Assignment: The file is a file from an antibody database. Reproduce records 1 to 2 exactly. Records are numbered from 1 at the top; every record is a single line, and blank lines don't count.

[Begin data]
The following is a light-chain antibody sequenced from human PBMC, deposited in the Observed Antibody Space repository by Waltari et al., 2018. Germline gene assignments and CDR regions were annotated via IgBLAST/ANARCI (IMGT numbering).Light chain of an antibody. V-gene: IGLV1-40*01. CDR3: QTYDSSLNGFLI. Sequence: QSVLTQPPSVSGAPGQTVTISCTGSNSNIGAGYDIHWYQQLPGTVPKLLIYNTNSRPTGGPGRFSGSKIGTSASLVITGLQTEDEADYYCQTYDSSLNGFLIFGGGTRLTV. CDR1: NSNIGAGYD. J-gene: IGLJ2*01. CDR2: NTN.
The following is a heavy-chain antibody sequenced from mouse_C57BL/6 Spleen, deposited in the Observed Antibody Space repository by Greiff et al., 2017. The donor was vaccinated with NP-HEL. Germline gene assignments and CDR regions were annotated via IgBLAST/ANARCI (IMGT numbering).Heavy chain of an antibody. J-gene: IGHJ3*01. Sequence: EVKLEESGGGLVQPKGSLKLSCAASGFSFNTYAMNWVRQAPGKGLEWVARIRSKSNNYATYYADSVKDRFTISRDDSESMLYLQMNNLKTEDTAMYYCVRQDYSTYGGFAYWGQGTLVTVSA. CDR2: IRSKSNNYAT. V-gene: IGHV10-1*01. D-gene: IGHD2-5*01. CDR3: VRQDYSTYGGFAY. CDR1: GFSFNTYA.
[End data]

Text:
The following is a light-chain antibody sequenced from human PBMC, deposited in the Observed Antibody Space repository by Waltari et al., 2018. Germline gene assignments and CDR regions were annotated via IgBLAST/ANARCI (IMGT numbering).Light chain of an antibody. V-gene: IGLV1-40*01. CDR3: QTYDSSLNGFLI. Sequence: QSVLTQPPSVSGAPGQTVTISCTGSNSNIGAGYDIHWYQQLPGTVPKLLIYNTNSRPTGGPGRFSGSKIGTSASLVITGLQTEDEADYYCQTYDSSLNGFLIFGGGTRLTV. CDR1: NSNIGAGYD. J-gene: IGLJ2*01. CDR2: NTN.
The following is a heavy-chain antibody sequenced from mouse_C57BL/6 Spleen, deposited in the Observed Antibody Space repository by Greiff et al., 2017. The donor was vaccinated with NP-HEL. Germline gene assignments and CDR regions were annotated via IgBLAST/ANARCI (IMGT numbering).Heavy chain of an antibody. J-gene: IGHJ3*01. Sequence: EVKLEESGGGLVQPKGSLKLSCAASGFSFNTYAMNWVRQAPGKGLEWVARIRSKSNNYATYYADSVKDRFTISRDDSESMLYLQMNNLKTEDTAMYYCVRQDYSTYGGFAYWGQGTLVTVSA. CDR2: IRSKSNNYAT. V-gene: IGHV10-1*01. D-gene: IGHD2-5*01. CDR3: VRQDYSTYGGFAY. CDR1: GFSFNTYA.